10 Tips to Help You Relieve Stress and Anxiety

10 Tips to Help You Relieve Stress and Anxiety


Relieving stress and anxiety is a two-fold process. It not only requires physical intervention, such as, but not limited to decreasing exposure to stressful situations and developing adequate sleeping, exercise and eating habits, but also taking a conscientious approach to changing cognitive processes (our thinking). In many instances, our thinking patterns, attitudes and perceptions may need to change before we start making any changes or adding to our daily routines and behavioral choices. By doing so, an individual’s plan to reduce stress becomes reachable and in many instances more realistic. Stress is part of life, our work place, school, family responsibilities and the list goes on. Simply avoiding high stress situations may be out of the question for many if not most of us nowadays, nonetheless a change in mindset and attitude in the way we perceive and take on stressful events, transition and trauma can be much more manageable if we take a stance of taking control of our thinking.

Excessive amounts of stress can lead to high levels of anxiety, panic and in severe cases depressed mood or a combination thereof, therefore a two-fold approach to dealing with stress is of the essence. Overthinking about any situation can lead to drawing false conclusions, catastrophizing (small obstacles, challenges are taken out of proportion), black and white thinking, with no middle ground and the list goes on. One of the major downfalls of overthinking and irrational thought processes is that it leads to self-defeating thoughts and behaviors, fears, avoidance, phobias among others, i.e. If it’s happened before, it can happen again.” “ Fear of heights or anxiety runs in the family and I inherited that from my parents”. This caliber of thinking leads something referred to as cognitive fusion ( a combination of cultural, family beliefs, unspoken rules), which at times makes a person feel he or she is helpless in the face of challenge, thus causing stress, anxiety and depression.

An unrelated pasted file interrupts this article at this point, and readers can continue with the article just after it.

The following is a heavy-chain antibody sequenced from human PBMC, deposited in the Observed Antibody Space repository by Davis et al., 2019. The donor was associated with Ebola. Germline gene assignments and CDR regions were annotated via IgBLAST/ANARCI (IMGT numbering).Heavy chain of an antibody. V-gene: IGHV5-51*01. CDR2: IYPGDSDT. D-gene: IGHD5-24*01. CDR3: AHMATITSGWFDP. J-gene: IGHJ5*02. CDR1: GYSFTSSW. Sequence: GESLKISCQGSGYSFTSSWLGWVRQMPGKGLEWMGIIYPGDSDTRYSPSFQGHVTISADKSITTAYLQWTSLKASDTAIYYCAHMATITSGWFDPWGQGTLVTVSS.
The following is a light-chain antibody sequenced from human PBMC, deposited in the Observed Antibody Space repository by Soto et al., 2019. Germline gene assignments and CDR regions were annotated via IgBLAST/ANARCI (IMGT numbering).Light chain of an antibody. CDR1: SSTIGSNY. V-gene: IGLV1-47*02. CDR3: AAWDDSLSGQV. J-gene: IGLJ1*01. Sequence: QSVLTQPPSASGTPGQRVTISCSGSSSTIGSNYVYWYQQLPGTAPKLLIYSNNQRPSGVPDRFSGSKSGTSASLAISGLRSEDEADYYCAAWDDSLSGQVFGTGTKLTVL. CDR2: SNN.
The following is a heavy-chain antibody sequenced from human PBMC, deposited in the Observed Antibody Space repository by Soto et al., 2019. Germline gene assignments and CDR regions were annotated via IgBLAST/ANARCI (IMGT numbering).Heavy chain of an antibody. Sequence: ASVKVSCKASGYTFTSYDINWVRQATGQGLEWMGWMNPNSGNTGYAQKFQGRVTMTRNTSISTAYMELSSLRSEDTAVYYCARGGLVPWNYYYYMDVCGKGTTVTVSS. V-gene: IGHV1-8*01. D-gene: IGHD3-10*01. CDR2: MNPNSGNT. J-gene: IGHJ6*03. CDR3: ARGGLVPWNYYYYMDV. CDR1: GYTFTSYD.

Psychologist Aldo Pucci (2001) developed a list of the 20 Common Mental Mistakes leading to irrational thoughts, behaviors contributing to elevated levels of stress and anxiety. These included the “ All or Nothing Thinking” where a person sees no middle ground or better known as rigid or black and white thinking. Other mental mistakes, as he refers to them include “Discounting the positive” referring to the belief that positive information that is contrary to one’s current beliefs somehow doesn’t count. Others included “Confusing Needs with Wants”, “Catastrophizing” where an individual may think something is terrible, horrible, and awful rather than it being simply “bad” and the list goes on.

A useful tool in relieving stress within the realm of cognitive processing is putting Maxie C. Maultsby’ (1975), a pioneer in what we refer today as RBT (Rational Behavior Therapy) or ‘Three Rational Questions”, which may set the tone and modify our thinking processes to a person’s advantage. Whenever confronted with any situation that causes stress, anxiety and worry, Maultsby recommends asking oneself the following: “Is my thinking based on fact?” Does my thinking help me achieve my goals?” and finally,” Does my thinking help me feel the way I want to feel?” Three “yes” answers means that your thought is rational for you and therefore it is in your best interest to keep it. One or more “No” answers means that you’re thought is irrational and therefore it is in your best interest to replace it with a thought that is rational. Finally, there are some basic cognitive rules to remember and these will surely complement your meditation, exercise and overall stress management plan: